Imagine that you are going to draw an infinity sign, or, if you're not sure on the whole concept of infinity, the number eight laying on it's side. (get a pencil and paper if you like, it will help if you aren't too familiar with this whole concept.) You start from the far left corner and draw slowly, starting by curving downwards and to the right, and continuing along to draw the entire figure using one steady line. By the time you return to the starting point on the far left side, you've drawn a complete infinity sign-- the same pattern as is followed by your hand in a well-formed, standard butterfly (right hand from the juggler's point of view.) The pattern that you followed as you drew the line (and the pattern followed by the trick, as I hope you've all inferred by now) can be divided into 4 distinct phases--Letting go of the analogy for a moment, the 4 phases of motion in the butterfly occur in the following order:

1)down and right
2)up and right
--the ball here reaches the outer right-hand edge of the trick, and begins moving back to the left--
3)down and left
4)up and left.
With me so far?
(If not, and you think I'm crazy, I'll provide help at the bottom of this post.)
"wow!" you're saying. "What a crazy girl! I don't start a butterfly moving DOWNWARD!! I move UP and RIGHT!" Alright, alright...I agree--you probably don't really START by moving downward--at least not on the very first repitition of the trick. This is because many people START their butterfly more towards the physical center of the trick, at the beginning of phase 2 of the motion , rather than at phase 1. But despite this starting-position discrepancy, in a well-formed butterfly, subsequent repititions of the trick will have a more rounded, downward-and-right motion at the far left--the "beginning" of the trick as I've defined it (phase 1 of the motion)--take a look at your own butterfly--you'll see it, I'll wager.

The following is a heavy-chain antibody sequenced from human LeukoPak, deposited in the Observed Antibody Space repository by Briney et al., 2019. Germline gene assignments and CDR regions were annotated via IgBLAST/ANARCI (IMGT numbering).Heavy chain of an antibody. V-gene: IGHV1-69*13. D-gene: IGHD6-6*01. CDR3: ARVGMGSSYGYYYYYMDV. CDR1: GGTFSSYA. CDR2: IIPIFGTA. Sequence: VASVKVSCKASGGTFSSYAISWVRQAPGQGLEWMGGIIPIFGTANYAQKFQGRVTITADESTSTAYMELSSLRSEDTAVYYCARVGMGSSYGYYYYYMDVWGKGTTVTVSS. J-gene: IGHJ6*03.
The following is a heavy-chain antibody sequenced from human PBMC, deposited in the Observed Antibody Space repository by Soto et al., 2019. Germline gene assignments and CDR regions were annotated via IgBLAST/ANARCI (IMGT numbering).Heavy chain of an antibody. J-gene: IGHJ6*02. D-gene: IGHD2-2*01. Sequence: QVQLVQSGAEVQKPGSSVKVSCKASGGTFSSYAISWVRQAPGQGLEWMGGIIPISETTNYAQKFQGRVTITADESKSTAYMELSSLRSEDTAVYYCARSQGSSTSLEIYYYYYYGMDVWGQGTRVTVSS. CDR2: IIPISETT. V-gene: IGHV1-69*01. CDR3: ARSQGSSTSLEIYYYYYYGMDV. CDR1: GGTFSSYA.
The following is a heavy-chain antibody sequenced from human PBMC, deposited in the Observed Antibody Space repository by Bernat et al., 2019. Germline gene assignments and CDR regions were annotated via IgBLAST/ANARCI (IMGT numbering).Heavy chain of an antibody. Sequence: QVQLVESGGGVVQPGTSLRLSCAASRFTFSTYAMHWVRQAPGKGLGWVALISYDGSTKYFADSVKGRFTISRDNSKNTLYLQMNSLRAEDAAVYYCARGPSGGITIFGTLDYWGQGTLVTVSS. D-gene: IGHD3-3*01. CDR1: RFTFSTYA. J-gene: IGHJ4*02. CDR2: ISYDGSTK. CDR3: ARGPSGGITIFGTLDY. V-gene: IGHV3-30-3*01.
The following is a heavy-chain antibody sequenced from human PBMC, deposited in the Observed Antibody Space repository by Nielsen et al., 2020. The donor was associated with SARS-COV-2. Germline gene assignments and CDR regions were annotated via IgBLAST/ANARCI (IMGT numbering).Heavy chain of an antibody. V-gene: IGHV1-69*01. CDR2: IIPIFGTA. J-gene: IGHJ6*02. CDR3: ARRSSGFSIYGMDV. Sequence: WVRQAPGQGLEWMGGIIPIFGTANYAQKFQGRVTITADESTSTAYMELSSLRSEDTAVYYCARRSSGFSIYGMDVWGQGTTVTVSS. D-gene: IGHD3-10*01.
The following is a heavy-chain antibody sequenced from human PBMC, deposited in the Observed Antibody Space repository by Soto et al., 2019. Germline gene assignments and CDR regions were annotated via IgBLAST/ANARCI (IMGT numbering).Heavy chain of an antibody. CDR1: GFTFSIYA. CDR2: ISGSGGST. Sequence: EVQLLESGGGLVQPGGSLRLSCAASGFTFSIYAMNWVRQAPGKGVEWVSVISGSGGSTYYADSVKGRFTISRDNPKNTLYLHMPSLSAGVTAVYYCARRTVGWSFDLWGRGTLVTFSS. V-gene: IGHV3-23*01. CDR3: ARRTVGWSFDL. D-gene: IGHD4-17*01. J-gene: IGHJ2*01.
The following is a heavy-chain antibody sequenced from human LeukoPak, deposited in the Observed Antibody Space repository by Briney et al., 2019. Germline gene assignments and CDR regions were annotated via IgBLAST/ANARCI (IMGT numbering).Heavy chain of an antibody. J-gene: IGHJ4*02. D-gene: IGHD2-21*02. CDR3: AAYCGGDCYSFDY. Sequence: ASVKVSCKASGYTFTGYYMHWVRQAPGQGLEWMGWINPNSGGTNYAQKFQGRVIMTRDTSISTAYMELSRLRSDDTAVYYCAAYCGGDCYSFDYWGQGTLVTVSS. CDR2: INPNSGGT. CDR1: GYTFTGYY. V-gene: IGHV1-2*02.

Phew! that only took several pages...alright, kids, take a deep breath, stretch, get some water...
Now for the REVERSE butterfly.
We're going to draw the infinity sign again, but this time, moving upwards from the left hand side. Now the pattern you're tracing is the reverse of the original butterfly--still divisable into 4 phases of motion, but a different set of them:
1)UP and right
2)DOWN and right
--the ball here reaches the outer right-hand edge of the trick, and begins moving back to the left--
3)UP and left
4)DOWN and left
Ending up back home at the sternum.